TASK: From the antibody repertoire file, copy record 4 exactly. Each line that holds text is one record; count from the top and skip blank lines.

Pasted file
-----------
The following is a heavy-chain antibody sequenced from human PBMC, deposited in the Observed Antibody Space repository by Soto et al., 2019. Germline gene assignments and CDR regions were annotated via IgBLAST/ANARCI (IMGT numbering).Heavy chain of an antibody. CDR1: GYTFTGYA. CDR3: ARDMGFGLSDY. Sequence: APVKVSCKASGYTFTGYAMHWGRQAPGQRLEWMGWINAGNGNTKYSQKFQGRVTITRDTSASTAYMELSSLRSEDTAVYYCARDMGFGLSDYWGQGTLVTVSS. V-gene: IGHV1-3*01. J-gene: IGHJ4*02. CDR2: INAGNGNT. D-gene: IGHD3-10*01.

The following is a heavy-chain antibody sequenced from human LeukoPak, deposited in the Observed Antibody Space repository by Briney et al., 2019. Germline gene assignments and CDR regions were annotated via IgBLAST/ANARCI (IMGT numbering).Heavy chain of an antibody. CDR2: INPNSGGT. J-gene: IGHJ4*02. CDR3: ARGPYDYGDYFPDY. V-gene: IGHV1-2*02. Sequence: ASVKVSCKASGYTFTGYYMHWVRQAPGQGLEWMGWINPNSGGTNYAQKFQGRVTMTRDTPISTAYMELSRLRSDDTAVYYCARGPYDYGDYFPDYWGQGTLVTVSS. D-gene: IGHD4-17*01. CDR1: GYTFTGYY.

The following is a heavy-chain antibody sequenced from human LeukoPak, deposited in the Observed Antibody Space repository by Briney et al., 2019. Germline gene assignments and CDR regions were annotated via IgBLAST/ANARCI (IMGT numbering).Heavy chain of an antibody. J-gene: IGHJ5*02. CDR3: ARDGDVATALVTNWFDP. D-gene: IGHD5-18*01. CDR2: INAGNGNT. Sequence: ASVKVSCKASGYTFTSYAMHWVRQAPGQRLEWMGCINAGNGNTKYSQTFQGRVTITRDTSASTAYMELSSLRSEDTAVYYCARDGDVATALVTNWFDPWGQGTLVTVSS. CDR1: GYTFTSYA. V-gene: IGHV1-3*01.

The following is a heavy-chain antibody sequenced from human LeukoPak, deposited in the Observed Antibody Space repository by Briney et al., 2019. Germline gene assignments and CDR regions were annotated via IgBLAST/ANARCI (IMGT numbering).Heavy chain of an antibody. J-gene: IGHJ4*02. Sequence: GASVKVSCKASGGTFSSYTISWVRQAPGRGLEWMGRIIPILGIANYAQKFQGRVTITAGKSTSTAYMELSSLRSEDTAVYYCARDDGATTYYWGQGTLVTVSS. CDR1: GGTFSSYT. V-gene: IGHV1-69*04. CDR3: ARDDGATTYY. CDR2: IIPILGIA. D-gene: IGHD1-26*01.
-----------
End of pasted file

The following is a heavy-chain antibody sequenced from human LeukoPak, deposited in the Observed Antibody Space repository by Briney et al., 2019. Germline gene assignments and CDR regions were annotated via IgBLAST/ANARCI (IMGT numbering).Heavy chain of an antibody. J-gene: IGHJ4*02. Sequence: GASVKVSCKASGGTFSSYTISWVRQAPGRGLEWMGRIIPILGIANYAQKFQGRVTITAGKSTSTAYMELSSLRSEDTAVYYCARDDGATTYYWGQGTLVTVSS. CDR1: GGTFSSYT. V-gene: IGHV1-69*04. CDR3: ARDDGATTYY. CDR2: IIPILGIA. D-gene: IGHD1-26*01.